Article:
Wednesday, March 14, 2012

Review: Dungeonstone Dungeon Terrain

Ever since I first opened HeroQuest back when I was 11, I have been hooked on dungeon crawling. And ever since I started setting up little model monsters and furniture on its colorful board, I have wanted to have a dungeon as 3D as its inhabitants.

I had heard of Hirst Arts, and then later Dwarven Forge, but my problem was always the same: I was a kid with no money and I couldn't afford the stuff. Even as an adult, the perception that I couldn't afford it continued, despite having good jobs and buying stuff even more expensive over the years. The concept remained my holy grail.

However, recently my wonderful, beautiful fiancee encouraged me to purchase some, with a portion of the cost covered by her as my Valentine's gift. I searched again, finding Hirst Arts (too much work) and Dwarven Forge (very pretty but very expensive) again. Then, amongst my wanderings I found Dungeonstone. It had a similar look to Dwarven Forge, but came unpainted and much cheaper. When I saw the price I ordered the Advanced Set right away. I wanted at least a fair sized dungeon and for $100 (plus $20 in shipping, heavy stuff!) I got about twice what I would get for a similar cost through DF. Granted, I have to paint it, but I see that as a good thing. I want to be able to put my own spin on the dungeon!

It took about a week to arrive and I'm very impressed.  Now for the unboxing!

Here is the box as it arrived! Notice the FRAGILE sticker on the side. This is true, but it isn't so fragile as to expect a box of dust to arrive. Fear not, it arrived well packed!


There is a LOT of paper packed inside. The box for the product is packed inside the original with paper to cushion. Do yourself a favor and open the packing box on the floor. The box inside very much weighs the 25 pounds you pay for in shipping and its hard to get leverage from a table top.



The product box itself is full to the brim with pieces and small sets of individual pieces are wrapped with a couple layers of paper and some foam. All in all this is a great system. The pieces were well protected, though it is time consuming to unwrap. I only had two pieces arrive broken, which were the curved hallway corners. Each piece has a small column that snapped off, but since the material is a sort of resin, a little superglue fixed it instantly!
As you can see, you get a LOT of product. That half of the table is a 3'x4' area and it is mostly covered. And if you think that isn't enough to build a good dungeon...
I got a decent 5 regular rooms and squeezed a 6th with creative use of intersection pieces.
 The material is rough and porous, so it should take paint well. Honestly, I would be ok with playing with it straight from the box, but I want to embellish it a little. I like the idea of taking a few pieces and adding some things like moss, broken weapons, bones, etc. to give it a little more life. It is heavy, and the roughness worries me a little, so I will probably find a black cloth to put underneath it as a play mat to protect my table. It is very durable and you won't have to worry about breaking it just from play. You don't want to drop it on the floor or any other hard surface, though, since it would most likely shatter.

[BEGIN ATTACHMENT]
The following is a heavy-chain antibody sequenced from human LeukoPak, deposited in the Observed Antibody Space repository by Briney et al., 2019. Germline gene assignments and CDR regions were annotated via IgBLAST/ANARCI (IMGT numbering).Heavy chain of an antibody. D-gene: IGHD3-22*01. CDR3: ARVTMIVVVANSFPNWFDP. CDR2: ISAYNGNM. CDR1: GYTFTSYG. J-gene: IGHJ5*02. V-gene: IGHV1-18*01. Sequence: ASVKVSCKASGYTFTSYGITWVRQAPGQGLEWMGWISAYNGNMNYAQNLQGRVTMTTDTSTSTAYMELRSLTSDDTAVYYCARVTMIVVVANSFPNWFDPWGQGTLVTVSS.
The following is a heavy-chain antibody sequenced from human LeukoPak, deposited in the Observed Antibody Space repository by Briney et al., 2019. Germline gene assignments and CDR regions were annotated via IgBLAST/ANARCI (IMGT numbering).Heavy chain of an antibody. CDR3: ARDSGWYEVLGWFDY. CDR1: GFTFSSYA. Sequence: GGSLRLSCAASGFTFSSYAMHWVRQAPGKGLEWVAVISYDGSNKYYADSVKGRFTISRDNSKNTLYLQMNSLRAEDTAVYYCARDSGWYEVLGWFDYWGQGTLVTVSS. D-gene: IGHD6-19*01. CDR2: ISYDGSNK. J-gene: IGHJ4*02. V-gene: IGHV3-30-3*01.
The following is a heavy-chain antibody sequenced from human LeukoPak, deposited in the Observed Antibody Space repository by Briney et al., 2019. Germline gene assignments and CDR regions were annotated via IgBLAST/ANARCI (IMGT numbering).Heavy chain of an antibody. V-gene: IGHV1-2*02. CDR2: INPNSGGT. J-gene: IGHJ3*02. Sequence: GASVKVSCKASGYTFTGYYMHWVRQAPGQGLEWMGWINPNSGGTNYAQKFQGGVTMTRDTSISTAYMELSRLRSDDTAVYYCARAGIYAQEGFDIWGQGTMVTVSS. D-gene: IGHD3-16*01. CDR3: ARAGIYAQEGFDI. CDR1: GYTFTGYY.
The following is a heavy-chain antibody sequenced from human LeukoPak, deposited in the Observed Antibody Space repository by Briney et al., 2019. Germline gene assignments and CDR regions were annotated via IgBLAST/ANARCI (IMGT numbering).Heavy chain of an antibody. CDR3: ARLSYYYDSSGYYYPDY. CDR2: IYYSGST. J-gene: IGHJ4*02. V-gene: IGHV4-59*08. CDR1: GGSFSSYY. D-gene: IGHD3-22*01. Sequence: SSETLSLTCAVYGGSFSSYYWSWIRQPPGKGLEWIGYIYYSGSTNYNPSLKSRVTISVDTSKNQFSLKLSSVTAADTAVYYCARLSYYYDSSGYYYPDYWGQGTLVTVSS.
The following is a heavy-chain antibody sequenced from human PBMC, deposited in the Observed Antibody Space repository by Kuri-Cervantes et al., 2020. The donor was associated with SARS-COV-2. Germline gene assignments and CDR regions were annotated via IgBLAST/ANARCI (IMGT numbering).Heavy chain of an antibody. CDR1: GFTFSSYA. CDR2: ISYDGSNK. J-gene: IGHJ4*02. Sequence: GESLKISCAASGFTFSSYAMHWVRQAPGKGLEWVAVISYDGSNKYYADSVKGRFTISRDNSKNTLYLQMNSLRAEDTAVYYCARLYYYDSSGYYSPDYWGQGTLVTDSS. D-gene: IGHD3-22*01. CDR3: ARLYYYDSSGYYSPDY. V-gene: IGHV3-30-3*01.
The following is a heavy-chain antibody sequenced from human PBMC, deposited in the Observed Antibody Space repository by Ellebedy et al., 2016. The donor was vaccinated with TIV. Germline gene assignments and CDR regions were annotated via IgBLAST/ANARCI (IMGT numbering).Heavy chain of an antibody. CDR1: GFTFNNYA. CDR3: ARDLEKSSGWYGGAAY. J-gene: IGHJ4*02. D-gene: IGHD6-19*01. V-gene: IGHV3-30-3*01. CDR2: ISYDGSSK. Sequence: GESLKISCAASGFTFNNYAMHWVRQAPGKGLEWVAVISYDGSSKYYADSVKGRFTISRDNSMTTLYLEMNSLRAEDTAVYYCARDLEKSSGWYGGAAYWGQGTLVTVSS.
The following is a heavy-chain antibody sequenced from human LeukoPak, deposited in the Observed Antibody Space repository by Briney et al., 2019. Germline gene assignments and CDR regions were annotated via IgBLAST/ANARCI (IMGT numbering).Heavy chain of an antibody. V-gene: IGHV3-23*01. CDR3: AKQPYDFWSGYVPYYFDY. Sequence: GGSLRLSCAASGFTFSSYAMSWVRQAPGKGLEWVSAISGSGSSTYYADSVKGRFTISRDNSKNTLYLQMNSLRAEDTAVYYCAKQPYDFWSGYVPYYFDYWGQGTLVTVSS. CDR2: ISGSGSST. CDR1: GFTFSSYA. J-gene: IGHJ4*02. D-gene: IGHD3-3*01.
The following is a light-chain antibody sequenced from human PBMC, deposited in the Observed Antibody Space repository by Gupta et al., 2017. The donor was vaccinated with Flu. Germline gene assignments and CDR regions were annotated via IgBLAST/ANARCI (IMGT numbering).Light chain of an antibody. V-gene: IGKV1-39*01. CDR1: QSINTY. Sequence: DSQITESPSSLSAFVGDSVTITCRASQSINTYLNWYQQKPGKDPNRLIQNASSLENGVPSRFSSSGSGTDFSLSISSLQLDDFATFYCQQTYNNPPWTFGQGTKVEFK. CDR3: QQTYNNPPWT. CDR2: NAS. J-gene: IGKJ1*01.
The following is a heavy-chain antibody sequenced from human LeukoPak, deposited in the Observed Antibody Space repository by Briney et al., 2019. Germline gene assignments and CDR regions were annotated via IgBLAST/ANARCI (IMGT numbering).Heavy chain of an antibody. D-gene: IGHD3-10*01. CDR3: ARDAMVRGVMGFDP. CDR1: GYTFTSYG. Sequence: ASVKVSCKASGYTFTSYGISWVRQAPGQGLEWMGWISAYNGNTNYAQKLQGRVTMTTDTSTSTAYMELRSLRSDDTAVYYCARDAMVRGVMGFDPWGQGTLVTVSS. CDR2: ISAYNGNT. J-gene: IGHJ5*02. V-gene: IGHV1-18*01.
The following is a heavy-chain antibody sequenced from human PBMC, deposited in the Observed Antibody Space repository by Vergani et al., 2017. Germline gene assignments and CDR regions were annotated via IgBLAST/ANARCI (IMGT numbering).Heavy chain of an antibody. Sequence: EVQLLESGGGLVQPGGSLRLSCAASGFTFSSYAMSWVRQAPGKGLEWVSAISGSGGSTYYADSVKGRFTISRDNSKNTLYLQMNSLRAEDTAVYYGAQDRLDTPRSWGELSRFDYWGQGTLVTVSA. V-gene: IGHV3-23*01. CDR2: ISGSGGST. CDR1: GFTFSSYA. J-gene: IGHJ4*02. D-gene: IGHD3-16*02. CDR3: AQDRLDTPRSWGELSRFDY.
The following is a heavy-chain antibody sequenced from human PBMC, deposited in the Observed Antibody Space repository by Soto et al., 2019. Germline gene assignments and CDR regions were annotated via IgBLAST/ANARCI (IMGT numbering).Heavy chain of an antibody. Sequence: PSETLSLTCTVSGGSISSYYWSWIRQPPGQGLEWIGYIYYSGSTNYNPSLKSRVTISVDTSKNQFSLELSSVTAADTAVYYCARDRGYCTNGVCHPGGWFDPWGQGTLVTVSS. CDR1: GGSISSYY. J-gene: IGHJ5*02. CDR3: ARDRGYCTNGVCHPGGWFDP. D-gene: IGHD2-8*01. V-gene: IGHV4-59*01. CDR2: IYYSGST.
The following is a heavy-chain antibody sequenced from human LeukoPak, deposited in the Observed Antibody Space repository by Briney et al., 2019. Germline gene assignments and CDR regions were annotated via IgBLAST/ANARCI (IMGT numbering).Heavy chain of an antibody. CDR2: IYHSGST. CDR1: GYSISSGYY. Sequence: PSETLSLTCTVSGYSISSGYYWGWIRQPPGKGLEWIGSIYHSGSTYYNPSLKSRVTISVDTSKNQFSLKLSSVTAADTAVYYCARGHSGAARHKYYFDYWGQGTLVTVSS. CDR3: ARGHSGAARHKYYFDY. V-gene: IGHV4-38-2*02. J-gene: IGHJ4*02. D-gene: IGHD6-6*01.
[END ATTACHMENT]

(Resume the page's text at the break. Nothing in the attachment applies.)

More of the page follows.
Of course I plan on mainly using it for D&D so here are a few valiant adventurers entering the dungeon. The squares are one inch, typical of most RPG systems. These guys are mounted on 25mm bases so they barely squeeze in. You may find the hallways very narrow for miniatures with very open poses or protruding weapons, so it may take some fiddling to make them comfortable.
And of course, an homage to the game that started it all. I plan on running at least a couple custom adventures of HeroQuest in these tiny halls!

Overall, I am very pleased with the product. My only real complaint is the crypt tile it comes with. Everything else is so nice, but the crypt is very bland and lacks a lot of detail. I honestly don't see myself using it after I get some more dungeon decor added. I also think it could have two of the four stairway tiles replaced with some straight hallway pieces, but its a minor niggle, since they look great if placed back to back to make a mid-hall staircase.

Those things aside, I am excited to start painting it and play. The quality is good for the price and you get a good amount of pieces to make basic dungeons with. The prices being so good, I am already planning to order a couple of additions, which is testament enough to the product, I think.

So if you need a dungeon to mess around with, give this stuff a shot. You won't be let down and you'll save yourself a bundle if you don't mind painting it yourself. Check it out at http://www.dungeonstone.com/zen/ .

3 comments:

  1. This looks like a great product. I'm going to visit their site. Thanks for the heads-up about it.

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  2. I just recently got into D&D a few years back (31 now) and was thinking of giving the terrain a try. Like you, I'm looking for my money to go a long way. So in my search of Dungeonstone and DF, I found your site. And what a help you were! This is exactly what I was looking for, thank you! I couldn't find any photos to confirm the delivery process or what the unpainted Dungeonstone tiles looked like. Appreciate the help almost 5 yrs after you posted this. :)

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    1. Glad to hear I helped! I've taken a sort of blog hiatus over the past few months, but knowing even my old stuff is helpful makes me happy :)

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